• Katie

    The HCM and AASHTO actually have pedestrian LOS standards right now, but as ped guru Dan Burden points out, they measure LOS strictly in terms of “flow.” This means a damaged sidewalk with no parkway and no pedestrians is LOS “A” and a crowded, colorful sidewalk with street furniture and trees is LOS “F.”

    I’m glad to hear the new version of the HCM will include (hopefully improved) measures for pedestrian LOS, but as there remains a dearth of meaningful research on what makes a place “walkable,” I wonder how useful any new standards will actually be.


  • Adonia — I think your point is spot on. The streets are walkable, and we have many walkable neighborhoods, and as with bikes, only people who can’t get around any other way seem to be taking advantage.

    I was there for the whole day, and the afternoon speakers and panels did feature SOME actual pedestrians and not just planners. We had elderly and disabled speakers talk about their experiences and needs, and we had speakers talking about the experience of pedestrians with the Metro Gold Line extension, and how that impacted existing pedestrian routes. However, I would like to see more pedestrians represented next time, and more of a focus on what pedestrians are walking TO (how to get more grocery stores in food deserts, etc) and on things that would increase pedestrianism, like a commitment to public water fountains and public bathrooms. One more thing that’s common place in Europe, and almost nonexistent here.

    One of the recurring themes that may have picked up after you left was how to change the PERCEPTION of safety – just as we have a perception of dangerous streets for cyclists, we have a perception of dangerous streets for peds. Mark Fenton talked about how 30 percent of morning traffic was moms taking the kids to school, and how the perception of dangerous streets kept parents from letting their kids walk to school, despite no actual increase in danger since the 50s, when kids walked and biked to school. We had Jessica Meaney from Safe Routes to School and Mark Fenton both touch on things like Walking Buses and other ways to encourage kids to walk and bike to school.

  • Carter Rubin


    Thanks for including those observations. Each one is spot on.

  • Eric B

    Katie said: “I’m glad to hear the new version of the HCM will include (hopefully improved) measures for pedestrian LOS, but as there remains a dearth of meaningful research on what makes a place “walkable,” I wonder how useful any new standards will actually be.”

    I was also there all day and left feeling quite energized to just have that many professionals from so many parts of the LA region in one room talking about pedestrians like they matter.

    Building on what Katie said, not only is the research about which factors create “walkable” streets incomplete, I’d be leery of any engineer that came up with standards for these factors. What we’d end up with is some formula of Trees + Sidewalks + Benches/linear foot + Standardized storefronts + (insert random factor that correlates with pedestrianism) = “walkable.” Then, the cities would pick about three things from a list, apply them universally to make all streets “walkable” in the simplest way and we’d end up with yet another system of uninspired, completely alike streets.

    While we undoubtedly need some basic understanding of a floor for walkability, which I would argue depends more on density of interesting uses instead of actual facilities, I don’t know that simply adopting a “pedestrian LOS” actually gets us there. I’m more inclined to go with Fred Kent of Project for Public Spaces and think about each street as a place. It’s not some magical formula of benches and trees that makes a street walkable, although those are certainly some of the elements. It’s the sense of destination and identity that makes people want to be there.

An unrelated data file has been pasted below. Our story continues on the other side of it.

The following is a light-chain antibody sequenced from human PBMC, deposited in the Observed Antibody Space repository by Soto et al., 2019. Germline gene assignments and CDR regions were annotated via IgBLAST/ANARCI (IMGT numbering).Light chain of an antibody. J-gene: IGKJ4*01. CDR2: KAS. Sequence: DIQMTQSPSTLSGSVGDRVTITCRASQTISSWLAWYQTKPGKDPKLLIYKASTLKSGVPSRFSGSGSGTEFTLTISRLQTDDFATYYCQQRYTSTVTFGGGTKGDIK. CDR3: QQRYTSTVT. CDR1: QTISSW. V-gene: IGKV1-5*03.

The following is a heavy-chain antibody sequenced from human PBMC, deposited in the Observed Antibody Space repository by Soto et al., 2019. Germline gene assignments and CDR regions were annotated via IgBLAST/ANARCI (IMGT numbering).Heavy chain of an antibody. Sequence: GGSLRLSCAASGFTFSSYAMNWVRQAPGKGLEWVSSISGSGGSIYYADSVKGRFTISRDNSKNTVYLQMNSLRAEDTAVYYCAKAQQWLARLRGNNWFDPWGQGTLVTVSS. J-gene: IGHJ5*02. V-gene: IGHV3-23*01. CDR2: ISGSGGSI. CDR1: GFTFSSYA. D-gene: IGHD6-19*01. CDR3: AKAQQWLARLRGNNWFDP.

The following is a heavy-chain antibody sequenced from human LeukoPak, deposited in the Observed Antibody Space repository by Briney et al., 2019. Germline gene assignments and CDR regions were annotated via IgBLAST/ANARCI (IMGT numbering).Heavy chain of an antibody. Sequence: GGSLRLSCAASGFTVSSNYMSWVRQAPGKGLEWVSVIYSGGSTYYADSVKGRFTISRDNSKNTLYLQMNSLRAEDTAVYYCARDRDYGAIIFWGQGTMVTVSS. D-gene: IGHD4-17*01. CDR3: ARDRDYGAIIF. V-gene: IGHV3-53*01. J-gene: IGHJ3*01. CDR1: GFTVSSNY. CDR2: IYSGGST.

In summary, I don’t think it’s about changing engineering metrics (although that is an important step), it’s about fundamentally swapping engineers for landscape architects during street design.

  • Los Angeles has the worst vehicular noise pollution of any large U.S. city I’ve spent time in — and is an important, if not broadly articulated aspect of the unpleasant experience that is pedestrianizing in L.A. Anyone who walks or lives along a minor or major thoroughfare in L.A. or waits for buses on boulevards here — and hasn’t subconsciously deadened their auditory perception — notices quickly how loud and disturbing is the racket, roaring and rumbling from exhaust resonators installed on pickup trucks, SUVs and sports cars, and from the exhaust systems of large motorcycles, all of it purely recreational on the parts of these mostly young and middle-aged male drivers. This crap is unnecessary and indefensible. The pickup truck and SUV resonators generate a specific and insidious kind of noise pollution, a penetrating low-frequency vibratory noise that regularly invades my home on a thoroughfare in Sherman Oaks with every push on the accelerator by their totally inconsiderate drivers — and regularly degrades my streetside walking in the Valley and L.A. as a car-less Angeleno who almost daily uses MTA. I’m sick of the car noise.

    It’s high time for state legislation to end the constantly increasing installation and operation of exhaust system “resonators” in California.

    The sale and installation of these devices needs, simply, to be outlawed in our state, and existing devices removed from all vehicles in a two-year cycle accomplished through the biennial auto smog check and re-registration process.

    Was ambient vehicular noise discussed or mentioned at the ‘Walking Into the Future City’ Symposium?

    By the way. . .

    The MTA ‘Source’ at http://thesource.metro.net/2010/05/10/reminder-metro-hosts-pedestrian-symposium-on-wednesday/ declares that “the hope is to generate some good ideas that cities in Los Angeles County may want to pursue with help from Metro.”
    I wonder if the best of these ideas will be gathered together anywhere on the MTA website for public review, and maybe with a facility to allow the addition of further ideas and suggestions for improving pedestrianizing in Los Angeles, in particular from pedestrians themselves? This pedestrian would like to do that. I hope Streetsblog will run a follow-up to the MTA Pedestrian Symposium.